United States authorities plan to indict a New Zealand company involved in selling North Korean arms to Iran, sources linked to the investigation say.
They are trying to track down shadowy figures using a labyrinth of thousands of Auckland companies registered to an office at 369 Queen St. International watchdogs fear New Zealand's casual company registration system makes it easy for money laundering and terrorist financing operations.
Most of the companies in question were set up by Vanuatu based GT Group Ltd, controlled by New Zealand accountant Geoffrey Taylor and sons Ian and Michael. None has an obvious purpose and none of the directors can be traced.
"Indictments are coming and they will be big," a source said.
The Serious Fraud Office, the police and the Reserve Bank are also investigating, but in a major embarrassment, the US Justice Department is preparing indictments a week ahead of US Secretary of State Hillary Clinton's visit here.
The issue has a personal connection for President Barack Obama who, as a senator in 2007, co-wrote a letter warning of the activities of would-be Seychelles actor Stella Port-Louis, who is a director of at least 338 New Zealand companies.
Mr Obama warned of "serious problems confronting law enforcement as a result of minimal company ownership information requirements" and cited Wyoming's registration of 100 companies in which Ms Port-Louis was a director.
In Wellington, company registrar Neville Harris said Ms Port-Louis had signed consent to be a director. "The Companies Office has not been provided with any information to suggest that Stella Port-Louis is not a real person."
He said the Companies Act did not restrict the appointment of overseas persons as company directors or the number of directorships a person could hold.
"The OECD, Financial Action Task Force, Offshore Group of Banking Supervisors and United States Treasury have all highlighted that criminal exploitation of the corporate structure is a global problem. New Zealand is no more nor less immune to this issue," Mr Harris said.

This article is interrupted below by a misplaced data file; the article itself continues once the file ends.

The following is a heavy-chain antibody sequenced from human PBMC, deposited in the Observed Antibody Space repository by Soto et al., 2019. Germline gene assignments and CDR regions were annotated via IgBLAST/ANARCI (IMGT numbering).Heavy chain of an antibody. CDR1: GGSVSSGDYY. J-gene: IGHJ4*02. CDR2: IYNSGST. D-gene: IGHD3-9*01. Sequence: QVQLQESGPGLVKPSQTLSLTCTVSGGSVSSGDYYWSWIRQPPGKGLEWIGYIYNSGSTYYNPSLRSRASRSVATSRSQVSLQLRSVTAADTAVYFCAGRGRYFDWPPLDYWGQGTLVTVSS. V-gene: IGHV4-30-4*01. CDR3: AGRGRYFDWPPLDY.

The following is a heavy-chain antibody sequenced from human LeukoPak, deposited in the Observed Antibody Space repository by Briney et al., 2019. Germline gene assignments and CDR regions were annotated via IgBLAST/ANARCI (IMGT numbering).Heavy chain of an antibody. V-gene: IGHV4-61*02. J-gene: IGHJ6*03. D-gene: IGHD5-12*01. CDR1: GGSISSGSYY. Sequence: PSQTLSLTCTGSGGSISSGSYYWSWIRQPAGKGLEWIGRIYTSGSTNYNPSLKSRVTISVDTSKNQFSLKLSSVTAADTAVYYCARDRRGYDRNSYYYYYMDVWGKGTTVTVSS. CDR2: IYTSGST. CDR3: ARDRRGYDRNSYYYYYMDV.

It surfaced when one of GT's creations, SP Trading Ltd of Queen St, chartered a Georgia-registered cargo plane that was seized by Thai police on December 12. It was carrying 35 tonnes of explosives and anti-aircraft missiles from North Korea to Iran.
International inquiries say SP was set up as a "one-time use" company solely to charter the plane.
Iran used SP to pay North Korea. SP's New Zealand address allowed it to use a prominent US bank, unaware of the true purpose, to make the payment to Pyongyang.
GT Group will say only that SP was set up "at the request of one of our professional clients based in the United Kingdom". Sources say the client is the target of US interest.
If the Taylors do not reveal who they sold SP's registration to, they are liable to indictment.
A US Justice Department spokesman in Manhattan yesterday would say only that it was aware of the issue and a statement would be made later. Indictments would come under the US International Emergency Economic Powers Act, which imposes sanctions on North Korea and Iran.
Last year Lloyds TSB agreed to forfeit US$350 million (US$472m) when it was indicted for moving revenue from Iranian transactions through US institutions.
Geoffrey Taylor has not replied to emails but it is believed he is in eastern Europe, promoting New Zealand company registrations.
A company of which his son is a director, Sumato Energy, also of Queen St, recently shipped US$75m of Azerbaijani crude oil to an unknown destination.
THE COLOURFUL CAREER OF AN 'INNOVATOR'
The man behind thousands of New Zealand companies, Geoffrey Taylor, is linked to a bogus Malaysian-based internet university and a self-proclaimed West Australia principality.
He is also a director of a company listed on the stock exchange's alternative listing board, SunSeeker Energy, now suspended for not filing an annual return.
A fellow director, Auckland lawyer Jock Irvine, said yesterday he had not seen him for years.
"He has certainly registered a lot of companies; that is his business," said Mr Irvine, who was founding chairman of now bankrupt Blue Chip Finance. He said he had also met Mr Taylor's two sons.
He said he believed SunSeeker was a genuine business, but he could never understand how it operated.
Mr Taylor, 66, was born in England, lived in New Zealand and is now believed to live in Vanuatu.
His website, geoffreytaylor.net, describes him as "an innovator and semi-retired fund manager". He says he is president of the Malaysian-based Southern Pacific University, which sells internet degrees. He says his Vanuatu operations are to help people pay less tax.
He also says he wrote company law for the "Principality of Hutt River", a 75-square-kilometre "state" north of Perth that claims to have seceded from Australia.
- The Dominion Post